Fair Use: Get the GIFst

October 14, 2015

Authored by: Jennifer M. Hart

On Monday, October 12, 2015, Twitter suspended @Deadspin and @SBNationGIF. Was it because Deadspin is among the sports blogosphere’s more irreverent? No, it appears that the National Football League (the “NFL”), the Ultimate Fighting Championship (“UFC”), the Southeastern Conference (the “SEC”), and the Big 12 Conference (the “Big 12”), issued more than a dozen Digital and Millennium Copyright Act (“DCMA”) takedown notices to Twitter, alleging that Deadspin and SBNation infringed their copyrights. How do you ask? By posting GIFs and Vines of highlight-reel moments from sports broadcasts that are owned by the UFC, NFL, and the two college football conferences.

GIF stands for “Graphics Interchange Format” and is a type of image that is widely used on the internet for images and has had a surge in popularity in recent years due to its ability to play a “loop.” GIFs are short and generally cover between one and 10 seconds of video frames without sound. Vines are six second video loops that can include sound. Both are commonly used on social media websites like Twitter, Tumblr, and Facebook. Indeed, some websites, like Buzzfeed post entire articles that mainly consist of a series of GIFs linked by a minimal amount of text, and http://giphy.com/ is a search engine focused entirely on finding the right GIF for the moment.

Excitment Gif

Deadspin’s account has since been reinstated, though all allegedly infringing material has been removed from the account’s tweets. As of this posting, SBNationGIF’s account remains suspended. NBC News posted a copy of the DCMA notice that UFC sent to Twitter here. According to NBC, the NFL’s takedown notices did not include a demand that the Twitter account be suspended. FN1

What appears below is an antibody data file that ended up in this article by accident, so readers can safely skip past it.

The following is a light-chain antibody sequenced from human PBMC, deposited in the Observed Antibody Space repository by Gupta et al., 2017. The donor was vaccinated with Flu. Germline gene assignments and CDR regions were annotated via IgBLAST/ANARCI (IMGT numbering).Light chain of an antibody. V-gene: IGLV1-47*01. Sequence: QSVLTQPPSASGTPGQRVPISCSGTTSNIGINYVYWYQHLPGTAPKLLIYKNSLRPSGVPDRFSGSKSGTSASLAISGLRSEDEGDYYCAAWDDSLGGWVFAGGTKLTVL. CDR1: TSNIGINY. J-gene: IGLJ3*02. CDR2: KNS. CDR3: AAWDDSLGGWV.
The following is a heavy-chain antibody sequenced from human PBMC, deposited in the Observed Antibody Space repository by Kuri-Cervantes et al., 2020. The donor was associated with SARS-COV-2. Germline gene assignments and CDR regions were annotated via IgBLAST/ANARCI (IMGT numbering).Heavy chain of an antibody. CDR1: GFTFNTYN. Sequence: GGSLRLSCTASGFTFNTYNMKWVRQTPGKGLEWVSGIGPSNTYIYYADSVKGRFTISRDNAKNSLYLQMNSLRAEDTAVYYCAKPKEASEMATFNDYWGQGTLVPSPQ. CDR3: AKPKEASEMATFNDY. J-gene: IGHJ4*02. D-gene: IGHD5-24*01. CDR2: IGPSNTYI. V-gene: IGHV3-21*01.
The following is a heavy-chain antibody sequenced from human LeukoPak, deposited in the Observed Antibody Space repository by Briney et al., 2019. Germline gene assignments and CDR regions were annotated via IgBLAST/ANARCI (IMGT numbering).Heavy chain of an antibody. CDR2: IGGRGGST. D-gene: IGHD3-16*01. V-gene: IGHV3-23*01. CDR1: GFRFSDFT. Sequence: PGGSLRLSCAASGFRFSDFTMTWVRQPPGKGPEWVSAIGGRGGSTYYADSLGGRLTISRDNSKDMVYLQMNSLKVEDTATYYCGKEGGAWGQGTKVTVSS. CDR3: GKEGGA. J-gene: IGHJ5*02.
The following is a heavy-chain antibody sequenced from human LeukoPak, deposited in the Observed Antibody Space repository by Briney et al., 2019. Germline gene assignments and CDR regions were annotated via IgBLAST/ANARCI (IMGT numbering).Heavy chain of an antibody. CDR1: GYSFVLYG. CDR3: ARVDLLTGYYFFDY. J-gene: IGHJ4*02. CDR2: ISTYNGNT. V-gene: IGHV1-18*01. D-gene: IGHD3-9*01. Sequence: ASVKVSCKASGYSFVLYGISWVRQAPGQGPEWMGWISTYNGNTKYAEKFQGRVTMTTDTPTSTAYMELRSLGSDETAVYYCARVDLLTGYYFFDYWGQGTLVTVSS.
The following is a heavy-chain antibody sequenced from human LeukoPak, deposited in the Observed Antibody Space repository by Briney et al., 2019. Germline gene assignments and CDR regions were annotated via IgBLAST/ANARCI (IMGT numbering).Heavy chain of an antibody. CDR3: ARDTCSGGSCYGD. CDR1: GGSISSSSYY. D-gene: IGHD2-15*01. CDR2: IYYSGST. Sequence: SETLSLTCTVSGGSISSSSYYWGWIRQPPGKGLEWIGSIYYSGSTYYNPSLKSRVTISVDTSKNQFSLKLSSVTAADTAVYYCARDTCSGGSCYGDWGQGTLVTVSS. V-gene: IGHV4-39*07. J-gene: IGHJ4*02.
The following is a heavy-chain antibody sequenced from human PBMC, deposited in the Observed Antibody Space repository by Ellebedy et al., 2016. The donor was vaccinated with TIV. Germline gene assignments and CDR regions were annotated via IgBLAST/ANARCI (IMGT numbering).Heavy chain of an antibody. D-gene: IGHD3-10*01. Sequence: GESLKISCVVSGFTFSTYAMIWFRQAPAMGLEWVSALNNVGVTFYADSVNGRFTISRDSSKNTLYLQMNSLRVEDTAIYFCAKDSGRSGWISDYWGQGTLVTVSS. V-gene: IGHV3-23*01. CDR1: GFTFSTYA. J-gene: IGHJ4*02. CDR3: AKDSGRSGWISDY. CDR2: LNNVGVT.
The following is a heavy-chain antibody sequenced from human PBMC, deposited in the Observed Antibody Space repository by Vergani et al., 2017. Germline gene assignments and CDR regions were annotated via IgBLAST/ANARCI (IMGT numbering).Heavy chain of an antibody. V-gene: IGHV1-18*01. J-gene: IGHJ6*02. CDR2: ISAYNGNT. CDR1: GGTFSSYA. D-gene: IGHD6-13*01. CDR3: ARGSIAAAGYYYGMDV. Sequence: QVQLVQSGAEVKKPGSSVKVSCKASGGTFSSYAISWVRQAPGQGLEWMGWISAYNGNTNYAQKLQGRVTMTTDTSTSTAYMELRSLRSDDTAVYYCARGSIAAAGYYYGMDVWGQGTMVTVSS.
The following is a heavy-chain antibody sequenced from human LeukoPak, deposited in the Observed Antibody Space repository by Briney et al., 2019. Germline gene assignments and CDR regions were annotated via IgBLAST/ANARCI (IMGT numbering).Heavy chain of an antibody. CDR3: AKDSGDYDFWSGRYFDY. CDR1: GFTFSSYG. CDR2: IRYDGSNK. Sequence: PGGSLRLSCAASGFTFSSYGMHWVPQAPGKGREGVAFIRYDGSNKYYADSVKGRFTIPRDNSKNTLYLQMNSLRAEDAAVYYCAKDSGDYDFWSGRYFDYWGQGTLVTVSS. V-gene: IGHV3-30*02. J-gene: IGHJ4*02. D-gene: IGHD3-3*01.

But by creating and posting these GIFs (or Vines), are the original owners’ copyrights being infringed? Though GIFs aren’t new (CompuServe created the file format in 1987), the issue of whether these looping video GIFs made from copyrighted material are infringing hasn’t been determined by any US court. And even if they are otherwise infringing, the question remains whether these GIFs fall within the “Fair Use” doctrine, a safe harbor where “the fair use of a copyrighted work, . . . for purposes such as criticism, comment, news reporting, teaching (including multiple copies for classroom use), scholarship, or research, is not an infringement of copyright.” 17 U.S.C. § 107.


It seems clear that Deadspin and SBNationGIF use GIFs and Vines for the purposes of comment and news reporting, but to determine whether the use of a copyrighted work is a “fair use,” courts must weigh the following four factors:

  • the purpose and character of the use, including whether such use is of a commercial nature or is for nonprofit educational purposes;
  • the nature of the copyrighted work;
  • the amount and substantiality of the portion used in relation to the copyrighted work as a whole; and
  • the effect of the use upon the potential market for or value of the copyrighted work.